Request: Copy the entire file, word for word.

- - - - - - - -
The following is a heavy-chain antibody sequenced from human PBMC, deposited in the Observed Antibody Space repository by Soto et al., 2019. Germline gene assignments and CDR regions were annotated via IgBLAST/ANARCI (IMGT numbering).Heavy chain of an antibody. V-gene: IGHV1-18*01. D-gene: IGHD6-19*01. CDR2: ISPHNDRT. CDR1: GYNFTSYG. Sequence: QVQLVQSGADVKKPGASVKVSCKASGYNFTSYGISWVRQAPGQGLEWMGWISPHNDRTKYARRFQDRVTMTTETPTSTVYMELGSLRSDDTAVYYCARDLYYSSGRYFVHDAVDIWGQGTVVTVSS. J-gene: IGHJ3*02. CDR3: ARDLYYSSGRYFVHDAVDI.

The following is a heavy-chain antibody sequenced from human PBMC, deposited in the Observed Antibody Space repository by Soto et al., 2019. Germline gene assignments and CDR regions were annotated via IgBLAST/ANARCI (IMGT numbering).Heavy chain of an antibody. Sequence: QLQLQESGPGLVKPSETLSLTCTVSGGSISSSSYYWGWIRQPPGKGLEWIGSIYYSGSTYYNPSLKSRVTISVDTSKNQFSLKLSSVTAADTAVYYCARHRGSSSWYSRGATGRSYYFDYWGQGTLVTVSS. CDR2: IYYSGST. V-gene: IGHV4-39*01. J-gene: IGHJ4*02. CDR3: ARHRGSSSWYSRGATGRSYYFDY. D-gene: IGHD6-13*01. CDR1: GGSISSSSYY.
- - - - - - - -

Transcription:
The following is a heavy-chain antibody sequenced from human PBMC, deposited in the Observed Antibody Space repository by Soto et al., 2019. Germline gene assignments and CDR regions were annotated via IgBLAST/ANARCI (IMGT numbering).Heavy chain of an antibody. V-gene: IGHV1-18*01. D-gene: IGHD6-19*01. CDR2: ISPHNDRT. CDR1: GYNFTSYG. Sequence: QVQLVQSGADVKKPGASVKVSCKASGYNFTSYGISWVRQAPGQGLEWMGWISPHNDRTKYARRFQDRVTMTTETPTSTVYMELGSLRSDDTAVYYCARDLYYSSGRYFVHDAVDIWGQGTVVTVSS. J-gene: IGHJ3*02. CDR3: ARDLYYSSGRYFVHDAVDI.

The following is a heavy-chain antibody sequenced from human PBMC, deposited in the Observed Antibody Space repository by Soto et al., 2019. Germline gene assignments and CDR regions were annotated via IgBLAST/ANARCI (IMGT numbering).Heavy chain of an antibody. Sequence: QLQLQESGPGLVKPSETLSLTCTVSGGSISSSSYYWGWIRQPPGKGLEWIGSIYYSGSTYYNPSLKSRVTISVDTSKNQFSLKLSSVTAADTAVYYCARHRGSSSWYSRGATGRSYYFDYWGQGTLVTVSS. CDR2: IYYSGST. V-gene: IGHV4-39*01. J-gene: IGHJ4*02. CDR3: ARHRGSSSWYSRGATGRSYYFDY. D-gene: IGHD6-13*01. CDR1: GGSISSSSYY.